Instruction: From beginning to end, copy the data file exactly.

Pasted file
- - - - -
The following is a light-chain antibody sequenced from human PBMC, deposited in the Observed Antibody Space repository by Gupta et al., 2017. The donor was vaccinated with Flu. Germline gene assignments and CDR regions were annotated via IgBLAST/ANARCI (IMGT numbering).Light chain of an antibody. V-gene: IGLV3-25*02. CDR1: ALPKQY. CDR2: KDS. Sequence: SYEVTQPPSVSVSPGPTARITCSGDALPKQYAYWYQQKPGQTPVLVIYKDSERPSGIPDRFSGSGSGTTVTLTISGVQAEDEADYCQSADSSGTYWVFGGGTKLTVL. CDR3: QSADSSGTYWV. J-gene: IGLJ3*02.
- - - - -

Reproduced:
The following is a light-chain antibody sequenced from human PBMC, deposited in the Observed Antibody Space repository by Gupta et al., 2017. The donor was vaccinated with Flu. Germline gene assignments and CDR regions were annotated via IgBLAST/ANARCI (IMGT numbering).Light chain of an antibody. V-gene: IGLV3-25*02. CDR1: ALPKQY. CDR2: KDS. Sequence: SYEVTQPPSVSVSPGPTARITCSGDALPKQYAYWYQQKPGQTPVLVIYKDSERPSGIPDRFSGSGSGTTVTLTISGVQAEDEADYCQSADSSGTYWVFGGGTKLTVL. CDR3: QSADSSGTYWV. J-gene: IGLJ3*02.